Improved Electrochemical Performances of Silicon Nanowires Anode with Optimized Cycling Conditions

Wednesday, 8 October 2014
Expo Center, 1st Floor, Center and Right Foyers (Moon Palace Resort)
L. Leveau (LPICM, UMR 7647 CNRS-Ecole Polytechnique, Route de Saclay, 91128 Palaiseau, France), B. Lak (ICMPE/GESMAT, UMR 7182 CNRS-UPEC, rue Henry Dunant, 94320 Thiais, France), J. P. Pereira-Ramos (ICMPE-CNRS), A. Gohier, P. Tran-Van (Renault Research Department, 78288 Guyancourt, France), and C. S. Cojocaru (LPICM, UMR 7647 CNRS-Ecole Polytechnique, Route de Saclay, 91128 Palaiseau, France)
One of the most promising anode material for Li-ion battery is silicon since it can insert large amounts of lithium and deliver a very high theoretical capacity of 3580 mAh.g-1 compared to commercial graphite anodes (372 mAh.g-1). However, its drawback is to undergo huge volume variations during lithium insertion (around 300%), leading to morphological damage and loss of capacity upon cycling. The use of nanostructures such as silicon nanowires (SiNWs) has already proved to enhance the performances of such electrodes thanks to a better accommodation of volume changes and a direct electrical contact with the current collector1,2. For further improvement of the cycle life, more complicated structures have been proposed, like coated nanowires3 or silicon nanotubes4 that both require a several steps synthesis. Here, however, the electrochemical investigation is made on bare silicon nanowires without any structure or surface optimization and the stability is improved by working on the cycling conditions. The electrolyte used in this study is LiPF6 (1M) in a standard mixture of ethylene carbonate (EC) and dimethyl carbonate (DMC), with fluoroethylene carbonate (FEC) as an additive5. The capacity is limited to an intermediate value of 900 mAh.g-1and a high current rate of 1C is used. The influence of the end of delithiation cut-off voltage is investigated and proves to be of great importance for the capacity retention of the electrode. An increasing number of cycles is obtained when lowering this upper cut-off voltage, from 660 cycles with 2 V, to more than 2300 cycles with 0.6 V. Moreover, for the more stable cycling, an excellent coulombic efficiency, above 99.5 %, is reached after only 20 cycles. It then keeps increasing to stabilize around 99.8 % after 500 cycles.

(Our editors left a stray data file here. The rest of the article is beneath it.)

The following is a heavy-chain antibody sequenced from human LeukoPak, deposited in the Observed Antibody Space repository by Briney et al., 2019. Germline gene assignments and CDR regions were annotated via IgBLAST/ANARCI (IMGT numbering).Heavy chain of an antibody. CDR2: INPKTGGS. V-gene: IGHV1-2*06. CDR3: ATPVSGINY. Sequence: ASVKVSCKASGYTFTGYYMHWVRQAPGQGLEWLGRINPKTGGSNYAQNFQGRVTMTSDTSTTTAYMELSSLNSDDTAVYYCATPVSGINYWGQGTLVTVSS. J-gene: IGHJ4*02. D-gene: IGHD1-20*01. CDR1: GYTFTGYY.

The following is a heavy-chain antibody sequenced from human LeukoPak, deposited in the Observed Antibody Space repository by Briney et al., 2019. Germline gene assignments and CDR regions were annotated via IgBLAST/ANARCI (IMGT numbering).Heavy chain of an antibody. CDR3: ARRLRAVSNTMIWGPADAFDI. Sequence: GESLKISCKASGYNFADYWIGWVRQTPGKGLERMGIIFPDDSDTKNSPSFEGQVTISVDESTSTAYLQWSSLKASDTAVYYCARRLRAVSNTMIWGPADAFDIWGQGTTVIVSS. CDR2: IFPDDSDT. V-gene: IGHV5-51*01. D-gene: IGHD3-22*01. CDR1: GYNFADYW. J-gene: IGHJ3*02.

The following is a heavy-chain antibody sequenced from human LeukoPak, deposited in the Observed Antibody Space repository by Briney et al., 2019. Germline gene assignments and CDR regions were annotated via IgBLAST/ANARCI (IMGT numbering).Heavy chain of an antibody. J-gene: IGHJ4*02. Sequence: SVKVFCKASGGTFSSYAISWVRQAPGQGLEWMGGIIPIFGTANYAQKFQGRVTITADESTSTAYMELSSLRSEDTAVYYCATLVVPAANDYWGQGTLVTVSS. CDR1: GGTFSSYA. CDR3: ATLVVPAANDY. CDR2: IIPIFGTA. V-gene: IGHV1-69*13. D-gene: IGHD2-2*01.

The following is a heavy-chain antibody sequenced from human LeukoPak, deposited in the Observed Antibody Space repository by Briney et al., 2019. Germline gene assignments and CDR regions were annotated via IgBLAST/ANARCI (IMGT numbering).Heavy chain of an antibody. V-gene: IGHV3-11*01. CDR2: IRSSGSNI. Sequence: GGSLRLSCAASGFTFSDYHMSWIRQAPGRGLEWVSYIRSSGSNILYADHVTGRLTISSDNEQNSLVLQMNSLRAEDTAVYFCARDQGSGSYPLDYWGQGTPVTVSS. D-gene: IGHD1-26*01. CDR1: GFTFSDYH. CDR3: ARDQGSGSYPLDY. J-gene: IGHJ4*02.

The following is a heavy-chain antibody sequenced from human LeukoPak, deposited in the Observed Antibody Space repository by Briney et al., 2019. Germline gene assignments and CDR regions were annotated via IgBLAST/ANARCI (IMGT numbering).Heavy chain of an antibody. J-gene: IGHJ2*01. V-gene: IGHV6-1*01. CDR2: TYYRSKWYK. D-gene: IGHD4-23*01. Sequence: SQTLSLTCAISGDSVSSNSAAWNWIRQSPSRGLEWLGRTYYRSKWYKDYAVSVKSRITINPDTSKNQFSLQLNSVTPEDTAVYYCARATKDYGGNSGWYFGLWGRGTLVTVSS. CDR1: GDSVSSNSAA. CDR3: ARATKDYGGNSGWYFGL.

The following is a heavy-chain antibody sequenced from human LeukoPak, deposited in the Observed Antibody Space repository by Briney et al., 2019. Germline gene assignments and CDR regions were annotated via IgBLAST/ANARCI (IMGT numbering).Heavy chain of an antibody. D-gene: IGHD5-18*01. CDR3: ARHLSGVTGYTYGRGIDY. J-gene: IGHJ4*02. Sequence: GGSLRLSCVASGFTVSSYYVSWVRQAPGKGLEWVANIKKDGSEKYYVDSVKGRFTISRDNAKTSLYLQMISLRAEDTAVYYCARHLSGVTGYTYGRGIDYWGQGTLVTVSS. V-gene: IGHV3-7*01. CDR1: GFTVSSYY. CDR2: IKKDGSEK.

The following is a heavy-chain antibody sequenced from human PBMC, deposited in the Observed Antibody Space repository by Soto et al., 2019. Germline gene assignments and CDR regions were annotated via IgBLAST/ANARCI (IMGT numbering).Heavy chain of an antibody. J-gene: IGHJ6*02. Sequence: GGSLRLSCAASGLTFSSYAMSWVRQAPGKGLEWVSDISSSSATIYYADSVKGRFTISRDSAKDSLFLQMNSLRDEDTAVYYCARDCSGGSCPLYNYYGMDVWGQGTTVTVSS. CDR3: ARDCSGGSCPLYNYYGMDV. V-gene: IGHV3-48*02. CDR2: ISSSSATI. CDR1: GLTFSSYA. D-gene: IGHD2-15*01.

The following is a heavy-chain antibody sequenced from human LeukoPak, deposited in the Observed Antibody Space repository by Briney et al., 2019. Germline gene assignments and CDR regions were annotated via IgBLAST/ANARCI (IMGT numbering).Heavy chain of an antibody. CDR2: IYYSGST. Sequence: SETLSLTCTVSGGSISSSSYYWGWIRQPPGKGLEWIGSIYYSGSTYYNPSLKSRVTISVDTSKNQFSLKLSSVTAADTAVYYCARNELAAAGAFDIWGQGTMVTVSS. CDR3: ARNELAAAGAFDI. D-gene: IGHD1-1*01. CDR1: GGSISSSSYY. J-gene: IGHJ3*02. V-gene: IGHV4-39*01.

SEM images of the electrode were made in the delithiated state, at different stages of the cycling, to investigate the evolution of the electrode morphology and thickness. It appears that the reduced delithiation cut-off voltage leads to the formation of a more compact Solid Electrolyte Interphase (SEI) at the beginning of the cycling and less cracks are formed in the material at the end of the delithiation. A partial dissolution or reoxydation of the SEI layer probably occurs at higher potential, which is detrimental for the reversibility of the cycling and for the mechanical strength of the electrode. In the case of a reduced cut-off voltage, however, once the thick layer of SEI is formed, the morphology of the electrode remains rather stable. This SEI probably works as a mechanical support for the electrode and prevent further electrolyte degradation, which leads to the exceptional electrochemical stability.


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